You asked a good question. I'm a native speaker of English, but I can't understand the McGraw text. Here's a piece on the gerund that I wrote recently. I hope it helps you. (If you'd like more information on the gerund, especially info on what verbs take gerund objects, please contact me on my email.)
The English Gerund, for ESL Students of Reading, Writing, and Grammar
This paper offers a description of some features of around 330 English gerunds occurring - some more than once - in a total of about 445 sentences containing those gerunds. The sentences are from two copies each of the Book Review and the Magazine of the Sunday New York Times, all from April 2008.
Each gerund functions as a substitute noun/pronoun, or as substitute adjective, and has in these sentences one of five different roles as a component of a clause or as a component of a prepositional phrase. Those five roles are sentence subject; subject complement (also known as a predicate nominative); direct object; attributive modifier of a noun [like an adjective] ; prepositional object in the prepositional phrase. (Of the 445 sentences with gerunds, about 360 - around 80 percent - had the gerund occurring as the object, or the chief word of the object, of a preposition. Examples of each type are given below.
In addition to its role as a noun-like component of a clause or phrase , or as the chief word within that constituent, the gerund usually performs within that component a basic verbal function - that of transitive verb, intransitive verb, copulative verb, or passive or perfective auxiliary verb . (The progressive aspect would be unacceptable with the progressive auxiliary be used as a gerund [I like being working here]; thus the progressive auxiliary verb does not occur as a gerund. And the modal auxiliary verbs do not occur as gerunds because they are always and only finite verbs – the first in a string of verbs - and consequently have no -ing form.) The dual nature of the gerund ─ noun-like sentence part, and at one and the same time behavior as a verb within that same noun-like part ─ is something that should be pointed out to the students. (See the suggestion for lessons preceding the Appendix.)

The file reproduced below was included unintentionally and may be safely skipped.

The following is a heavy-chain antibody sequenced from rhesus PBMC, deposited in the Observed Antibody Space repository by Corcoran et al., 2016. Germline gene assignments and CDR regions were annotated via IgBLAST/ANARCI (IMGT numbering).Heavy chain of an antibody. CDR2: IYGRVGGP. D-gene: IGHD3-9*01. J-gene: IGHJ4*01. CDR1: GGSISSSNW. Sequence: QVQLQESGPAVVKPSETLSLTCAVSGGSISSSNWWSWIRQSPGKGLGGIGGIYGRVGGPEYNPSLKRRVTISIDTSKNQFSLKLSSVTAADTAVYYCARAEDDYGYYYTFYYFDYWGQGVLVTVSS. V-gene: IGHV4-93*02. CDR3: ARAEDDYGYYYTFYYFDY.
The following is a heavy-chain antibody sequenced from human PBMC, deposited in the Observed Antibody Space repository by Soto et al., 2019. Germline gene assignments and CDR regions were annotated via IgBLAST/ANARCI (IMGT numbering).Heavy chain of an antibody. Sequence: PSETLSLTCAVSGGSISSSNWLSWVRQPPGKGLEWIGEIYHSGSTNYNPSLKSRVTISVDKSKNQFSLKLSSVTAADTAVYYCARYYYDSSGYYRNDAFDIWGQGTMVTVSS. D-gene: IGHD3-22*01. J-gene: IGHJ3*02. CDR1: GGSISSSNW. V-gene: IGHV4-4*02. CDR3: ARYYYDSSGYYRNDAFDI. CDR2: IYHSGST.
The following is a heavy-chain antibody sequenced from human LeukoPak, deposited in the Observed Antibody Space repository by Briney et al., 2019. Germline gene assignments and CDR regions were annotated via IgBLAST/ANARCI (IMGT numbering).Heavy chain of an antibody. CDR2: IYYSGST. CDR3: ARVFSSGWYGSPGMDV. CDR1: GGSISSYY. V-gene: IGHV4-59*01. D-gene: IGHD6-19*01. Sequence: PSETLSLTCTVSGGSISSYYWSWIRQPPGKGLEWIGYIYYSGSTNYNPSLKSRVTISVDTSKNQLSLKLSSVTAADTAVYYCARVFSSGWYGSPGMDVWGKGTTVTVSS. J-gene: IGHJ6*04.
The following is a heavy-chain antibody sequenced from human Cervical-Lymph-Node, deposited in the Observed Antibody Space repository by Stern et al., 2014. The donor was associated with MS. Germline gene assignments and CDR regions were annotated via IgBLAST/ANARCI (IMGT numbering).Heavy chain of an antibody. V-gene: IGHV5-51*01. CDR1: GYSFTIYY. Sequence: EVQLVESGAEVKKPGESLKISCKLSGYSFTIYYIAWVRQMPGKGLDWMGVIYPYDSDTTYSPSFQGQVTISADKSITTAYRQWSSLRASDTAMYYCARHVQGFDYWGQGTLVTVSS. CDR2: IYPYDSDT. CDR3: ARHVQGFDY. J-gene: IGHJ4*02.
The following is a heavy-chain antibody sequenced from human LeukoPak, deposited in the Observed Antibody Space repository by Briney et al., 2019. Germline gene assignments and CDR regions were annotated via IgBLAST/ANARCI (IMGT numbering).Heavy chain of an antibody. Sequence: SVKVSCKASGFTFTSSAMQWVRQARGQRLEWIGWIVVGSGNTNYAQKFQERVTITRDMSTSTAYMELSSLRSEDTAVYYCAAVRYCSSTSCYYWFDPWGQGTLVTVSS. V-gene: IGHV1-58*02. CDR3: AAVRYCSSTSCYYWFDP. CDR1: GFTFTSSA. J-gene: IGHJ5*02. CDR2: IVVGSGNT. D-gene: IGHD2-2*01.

Subject of the sentence 1) <Hiking is good exercise.> 1A) <[Hiking in the woods] is good exercise.>
Direct object <I like hiking.> <I like [hiking in the woods].>
Subject complement <My favorite exercise is hiking .> <My favorite exercise is [hiking in the woods ].>
Object of a preposition < She’s fond [of hiking]> <She’s fond [of hiking in the woods].>
Attributive modifier of a noun < a hiking trail> <a cutting board> <a wishing well>, etc.// An attributive gerund is usually slightly louder than the noun that it modifies.//
Student or Learner